Success for Scania’s efforts in the mining industry − SEK 1.5 billion contract with Peab
Scania’s Swedish subsidiary has entered into a long-term agreement commencing in late 2012, which will ensure safe road transportation of iron ore concentrate until 2021 from Northland Resources’ ore-mining operation at Pajala in far north Sweden. The order is worth about SEK 1.5 billion. Scania will deliver a total of about 400 complete truck-and-trailer combinations and service-related products tailored to the mining industry’s very strict demands in respect of load capacity, uptime and delivery precision. The order was placed by the mining company’s general contractor Swerock, which is a subsidiary of the Swedish construction and civil engineering company Peab.
Scania’s overall undertaking covers delivery of truck combinations with specially built trailers, driver training and coaching, vehicle monitoring, maintenance and repairs of trucks and trailers, including tyres, supplies and service. The deal will be financed by the Swedish subsidiary of Scania Financial Services.
“This is the most comprehensive deal we have concluded to date with the Swedish mining industry. We have used the overall competency of the Scania organisation to cater for the various parameters, which aside from the trucks and trailers themselves, are crucial for our customers’ profitability. For instance, Scania has also been involved in planning the transportation arrangements and road transport infrastructure,” says Sandro Grimpe, Service Marketing Director at Scania-Bilar Sverige AB and who is responsible for the deal with Peab’ subsidiary Swerock.
Agreement on continuous improvements
Under the agreement, Scania undertakes to meet the mining company’s requirement that it should continually reduce the cost per tonne transported over a nine-year period based on performance indicators for expenditures on fuel, tyres, repairs and maintenance.
“The order represents a success for our efforts to meet the mining industry’s strict demands for comprehensive solutions. Scania not only delivers production equipment, i.e. vehicles, but also services that are optimised for cost-effective, heavy haulage round-the-clock,” says Björn Winblad, Managing Director of Scania’s Mining business unit.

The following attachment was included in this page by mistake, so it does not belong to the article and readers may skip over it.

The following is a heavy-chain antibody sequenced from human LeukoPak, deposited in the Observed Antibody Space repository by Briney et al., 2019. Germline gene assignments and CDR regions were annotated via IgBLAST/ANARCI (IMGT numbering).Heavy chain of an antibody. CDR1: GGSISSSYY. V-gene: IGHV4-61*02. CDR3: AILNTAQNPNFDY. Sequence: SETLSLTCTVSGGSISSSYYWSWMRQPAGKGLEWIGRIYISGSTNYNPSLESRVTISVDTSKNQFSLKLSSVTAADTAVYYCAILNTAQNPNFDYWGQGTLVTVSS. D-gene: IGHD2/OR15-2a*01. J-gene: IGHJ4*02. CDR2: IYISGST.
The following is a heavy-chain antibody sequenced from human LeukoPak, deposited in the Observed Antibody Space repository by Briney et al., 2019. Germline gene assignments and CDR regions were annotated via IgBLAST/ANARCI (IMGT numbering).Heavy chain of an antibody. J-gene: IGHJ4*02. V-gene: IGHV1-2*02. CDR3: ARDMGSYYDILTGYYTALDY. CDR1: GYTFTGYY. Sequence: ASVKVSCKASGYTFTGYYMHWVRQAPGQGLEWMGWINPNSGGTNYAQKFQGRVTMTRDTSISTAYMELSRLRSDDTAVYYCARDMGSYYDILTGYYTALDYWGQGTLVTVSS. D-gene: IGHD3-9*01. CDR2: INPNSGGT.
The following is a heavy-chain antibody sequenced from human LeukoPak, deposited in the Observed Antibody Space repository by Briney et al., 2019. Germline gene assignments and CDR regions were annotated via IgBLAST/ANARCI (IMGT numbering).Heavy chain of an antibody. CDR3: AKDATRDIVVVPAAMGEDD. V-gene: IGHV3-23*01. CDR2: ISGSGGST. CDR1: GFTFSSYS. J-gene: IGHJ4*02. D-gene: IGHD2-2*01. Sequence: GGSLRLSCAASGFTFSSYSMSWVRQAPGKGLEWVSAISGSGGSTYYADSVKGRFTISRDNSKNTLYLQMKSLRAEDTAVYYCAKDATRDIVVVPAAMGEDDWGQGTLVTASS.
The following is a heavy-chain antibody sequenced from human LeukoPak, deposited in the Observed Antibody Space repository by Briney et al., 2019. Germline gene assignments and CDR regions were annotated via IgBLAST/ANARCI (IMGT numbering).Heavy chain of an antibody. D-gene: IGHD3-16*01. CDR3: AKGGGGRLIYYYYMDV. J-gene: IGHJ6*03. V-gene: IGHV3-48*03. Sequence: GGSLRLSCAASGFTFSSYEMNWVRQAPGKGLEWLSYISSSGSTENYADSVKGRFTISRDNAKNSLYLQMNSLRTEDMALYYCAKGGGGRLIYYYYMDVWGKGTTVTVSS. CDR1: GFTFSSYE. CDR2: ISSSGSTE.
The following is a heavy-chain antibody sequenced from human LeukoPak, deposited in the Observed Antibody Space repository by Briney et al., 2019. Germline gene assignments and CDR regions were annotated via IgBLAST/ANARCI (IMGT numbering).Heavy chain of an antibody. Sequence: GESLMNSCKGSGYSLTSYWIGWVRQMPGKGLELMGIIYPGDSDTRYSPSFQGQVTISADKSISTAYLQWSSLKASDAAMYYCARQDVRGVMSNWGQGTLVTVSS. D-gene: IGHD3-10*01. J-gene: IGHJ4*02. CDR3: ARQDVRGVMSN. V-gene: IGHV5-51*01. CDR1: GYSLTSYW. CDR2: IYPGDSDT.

To ensure vehicle uptime, Scania’s Skellefteå Bil AB dealership in northern Sweden will expand operations at its service workshop in Kiruna. In the future, it may be necessary to establish a service business in the Kaunisvaara area (near Pajala) as well.
Another part of Scania’s overall undertaking is that both trailers and the ‘dolly’ which is used to connect the truck and trailer will be fitted out with axles made by Scania.
“This means that our workshops can maintain just as high service competency and accessibility to parts for trailer axles as for Scania’s own vehicles,” says Mr Grimpe.
Scania has initiated efforts to supply components manufactured in-house to trailer producers, for example. These operations are organised in a special business unit, Scania Components.
“We will help broaden Scania’s business and customer offering,” says the head of the newly-formed unit, Michael Sjöberg.
Long driving distances
The Scania trucks will enter into round-the-clock service with annual driving distances of400,000 kmfor haulage of the concentrated ore to railway depots for reloading to the Iron Ore Line (Malmbanan), a railway that will carry the ore to theportofNarvikon the Atlantic coast of northernNorway. The rigs are optimised for gross weights of up to 90 tonnes.
When the mining operations are fully developed in 2015, some 80 trucks and 400 drivers will be responsible for ensuring road transport of the almost 5 million tonnes of iron ore concentrate which will be produced annually in the Pajala area according to current production plans.
For further information, please contact:
- Hans-Åke Danielsson, Press Manager, tel. +46 8 553 856 62, email
- Björn Winblad, Managing Director, Scania Mining, tel. +46 8 553 810 46, email